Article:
As you work your way through the grieving process you learn to walk alongside your grief until you are no longer engulfed by it.
If you allow yourself to complete the grieving process, space is created to allow your new self to emerge when you are ready.
4. "Grieving just takes time"
The truth is that time itself does not heal you. Sitting in your pain does not heal you. Sitting in pain reinforces the pain.
Healing needs to be intentional, it takes steps, it takes a plan and a road map and, yes, it takes time but time is not enough.
Keeping busy does not heal you either. We live in a culture that honours busyness. If you are busier than you used to be before your loss, you might be finding ways to distract yourself rather than feeling your loss. And you have to feel in order to heal.
5. "People want to be left alone to grieve"
A common misbelief is that people who are grieving want to be alone and not talk about their loss. Not so in my experience.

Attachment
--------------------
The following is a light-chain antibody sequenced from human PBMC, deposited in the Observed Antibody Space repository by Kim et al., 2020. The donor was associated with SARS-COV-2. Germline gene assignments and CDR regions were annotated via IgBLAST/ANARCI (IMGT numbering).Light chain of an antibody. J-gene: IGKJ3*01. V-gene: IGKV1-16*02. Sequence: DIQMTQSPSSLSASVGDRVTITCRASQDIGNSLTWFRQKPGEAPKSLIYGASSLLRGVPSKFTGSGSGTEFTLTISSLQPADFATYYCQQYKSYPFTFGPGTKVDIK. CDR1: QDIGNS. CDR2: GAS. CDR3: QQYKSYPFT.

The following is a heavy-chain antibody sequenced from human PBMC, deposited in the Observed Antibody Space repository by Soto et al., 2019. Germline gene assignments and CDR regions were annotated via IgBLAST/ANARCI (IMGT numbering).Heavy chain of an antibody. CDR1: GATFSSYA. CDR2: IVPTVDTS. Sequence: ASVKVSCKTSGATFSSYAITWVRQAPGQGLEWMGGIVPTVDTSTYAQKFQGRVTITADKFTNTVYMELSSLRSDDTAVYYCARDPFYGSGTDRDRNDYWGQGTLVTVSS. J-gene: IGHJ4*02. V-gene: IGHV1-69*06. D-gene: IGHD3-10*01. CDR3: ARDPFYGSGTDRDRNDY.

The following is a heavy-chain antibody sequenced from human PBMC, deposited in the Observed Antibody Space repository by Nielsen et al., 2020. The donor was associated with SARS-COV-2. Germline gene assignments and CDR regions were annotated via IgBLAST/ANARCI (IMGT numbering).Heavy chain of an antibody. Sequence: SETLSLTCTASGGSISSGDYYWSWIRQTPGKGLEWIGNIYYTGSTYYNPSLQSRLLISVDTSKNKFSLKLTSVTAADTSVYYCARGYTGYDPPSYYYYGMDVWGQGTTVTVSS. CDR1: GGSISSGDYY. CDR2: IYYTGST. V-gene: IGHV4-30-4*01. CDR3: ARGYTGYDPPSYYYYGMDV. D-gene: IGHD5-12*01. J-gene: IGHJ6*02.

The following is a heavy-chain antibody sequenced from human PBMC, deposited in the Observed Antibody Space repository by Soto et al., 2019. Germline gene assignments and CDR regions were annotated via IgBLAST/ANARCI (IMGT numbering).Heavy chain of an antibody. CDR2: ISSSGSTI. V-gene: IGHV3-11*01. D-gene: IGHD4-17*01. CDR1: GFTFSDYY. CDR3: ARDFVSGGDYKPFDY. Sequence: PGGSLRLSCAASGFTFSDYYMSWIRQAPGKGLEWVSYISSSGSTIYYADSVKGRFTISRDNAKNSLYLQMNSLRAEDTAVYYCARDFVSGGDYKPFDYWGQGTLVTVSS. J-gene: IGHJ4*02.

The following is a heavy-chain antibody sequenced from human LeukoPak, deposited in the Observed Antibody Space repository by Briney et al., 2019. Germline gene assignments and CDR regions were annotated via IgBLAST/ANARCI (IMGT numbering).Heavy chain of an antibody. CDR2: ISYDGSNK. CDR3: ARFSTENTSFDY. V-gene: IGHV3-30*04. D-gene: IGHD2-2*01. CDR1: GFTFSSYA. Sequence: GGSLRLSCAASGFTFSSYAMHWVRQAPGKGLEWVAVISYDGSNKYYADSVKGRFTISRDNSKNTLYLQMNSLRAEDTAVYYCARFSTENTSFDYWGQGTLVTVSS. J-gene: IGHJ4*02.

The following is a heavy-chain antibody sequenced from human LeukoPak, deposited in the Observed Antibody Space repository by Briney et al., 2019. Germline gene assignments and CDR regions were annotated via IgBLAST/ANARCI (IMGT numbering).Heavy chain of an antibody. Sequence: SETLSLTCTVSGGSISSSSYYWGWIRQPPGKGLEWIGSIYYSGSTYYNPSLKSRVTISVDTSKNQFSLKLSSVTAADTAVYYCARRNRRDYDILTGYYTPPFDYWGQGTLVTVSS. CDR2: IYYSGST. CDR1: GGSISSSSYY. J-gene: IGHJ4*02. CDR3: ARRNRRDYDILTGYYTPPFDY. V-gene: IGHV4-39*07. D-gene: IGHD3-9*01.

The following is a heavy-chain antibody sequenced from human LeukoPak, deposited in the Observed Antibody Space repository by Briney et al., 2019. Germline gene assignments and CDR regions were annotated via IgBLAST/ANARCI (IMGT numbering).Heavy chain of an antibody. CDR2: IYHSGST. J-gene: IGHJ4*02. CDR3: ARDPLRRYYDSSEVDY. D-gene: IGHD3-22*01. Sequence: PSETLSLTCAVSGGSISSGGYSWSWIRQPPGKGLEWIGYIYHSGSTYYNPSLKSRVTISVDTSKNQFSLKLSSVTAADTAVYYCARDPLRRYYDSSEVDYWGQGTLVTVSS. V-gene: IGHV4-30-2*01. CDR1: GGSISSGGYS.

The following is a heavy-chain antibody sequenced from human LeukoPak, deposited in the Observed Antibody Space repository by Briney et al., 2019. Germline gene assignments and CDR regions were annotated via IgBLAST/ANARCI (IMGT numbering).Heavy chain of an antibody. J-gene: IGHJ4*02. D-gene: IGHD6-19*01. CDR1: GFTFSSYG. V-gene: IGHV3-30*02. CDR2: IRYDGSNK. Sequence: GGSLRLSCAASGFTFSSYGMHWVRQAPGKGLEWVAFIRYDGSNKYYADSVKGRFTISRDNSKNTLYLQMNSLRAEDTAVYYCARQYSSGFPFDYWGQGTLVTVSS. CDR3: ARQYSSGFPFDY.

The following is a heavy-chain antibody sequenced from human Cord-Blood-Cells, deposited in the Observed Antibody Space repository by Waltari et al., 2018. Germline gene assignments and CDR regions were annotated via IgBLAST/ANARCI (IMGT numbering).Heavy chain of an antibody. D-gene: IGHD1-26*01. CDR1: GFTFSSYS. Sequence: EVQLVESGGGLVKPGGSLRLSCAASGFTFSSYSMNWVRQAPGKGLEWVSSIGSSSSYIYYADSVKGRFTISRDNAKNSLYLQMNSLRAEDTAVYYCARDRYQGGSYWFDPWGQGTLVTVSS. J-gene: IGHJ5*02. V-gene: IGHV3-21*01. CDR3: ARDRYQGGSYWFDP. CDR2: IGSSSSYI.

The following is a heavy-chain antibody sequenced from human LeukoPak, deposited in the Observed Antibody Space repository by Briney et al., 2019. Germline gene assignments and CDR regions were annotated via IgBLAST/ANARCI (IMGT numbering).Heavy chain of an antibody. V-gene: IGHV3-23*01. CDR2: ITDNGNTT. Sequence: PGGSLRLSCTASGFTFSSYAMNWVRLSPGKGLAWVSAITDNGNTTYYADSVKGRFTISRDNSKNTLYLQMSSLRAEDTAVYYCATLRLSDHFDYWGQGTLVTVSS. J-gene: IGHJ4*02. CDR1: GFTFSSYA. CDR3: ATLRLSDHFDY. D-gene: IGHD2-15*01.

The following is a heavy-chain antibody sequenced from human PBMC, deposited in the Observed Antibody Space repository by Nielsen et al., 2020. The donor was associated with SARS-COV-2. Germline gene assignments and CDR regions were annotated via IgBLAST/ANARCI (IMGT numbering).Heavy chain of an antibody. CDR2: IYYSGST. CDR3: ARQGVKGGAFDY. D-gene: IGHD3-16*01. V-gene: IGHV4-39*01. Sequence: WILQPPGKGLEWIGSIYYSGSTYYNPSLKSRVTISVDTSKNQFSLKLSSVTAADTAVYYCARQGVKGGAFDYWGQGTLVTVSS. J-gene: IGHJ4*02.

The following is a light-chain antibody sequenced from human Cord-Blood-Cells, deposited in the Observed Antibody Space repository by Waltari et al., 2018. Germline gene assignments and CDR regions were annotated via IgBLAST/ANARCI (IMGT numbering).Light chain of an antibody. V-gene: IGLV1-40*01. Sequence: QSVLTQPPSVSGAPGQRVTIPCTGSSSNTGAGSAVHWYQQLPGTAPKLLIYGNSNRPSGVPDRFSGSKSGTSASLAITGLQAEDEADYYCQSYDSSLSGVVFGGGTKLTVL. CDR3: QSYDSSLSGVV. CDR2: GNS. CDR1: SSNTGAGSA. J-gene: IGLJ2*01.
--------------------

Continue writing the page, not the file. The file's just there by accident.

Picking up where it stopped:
Grievers can feel isolated and abandoned by friends and family.
People worry that they will upset the grieving person if they talk about their loss but in my experience, grievers want to talk about their loss especially with people who knew their loved one.
And the flip side of that is some people want to be supportive, but they feel uncomfortable reaching out. It is very important to stay connected. Reach out if you know someone is grieving. If you have lost someone, keep talking to friends and family. Share stories and memories. It can be very healing.
When a grieving person feels that someone hears and understands their pain it reduces their suffering and helps them feel connected.
We live in a culture that denies death. We have difficulty acknowledging it, talking about it, and supporting people who have lost loved ones. We are often uncomfortable around people who are grieving.
As a grieving person, you may feel you are left on our own to manage your grief as best you can and try to get on with your life as fast as possible. You may consider that you are doing well by simply surviving.
We should all expect better than simply surviving. You can learn to understand the grieving process, move through it more gracefully and give yourself space to honour your grief. You can be supported in your grief for as long as it takes in ways that nourish you and keep hope alive.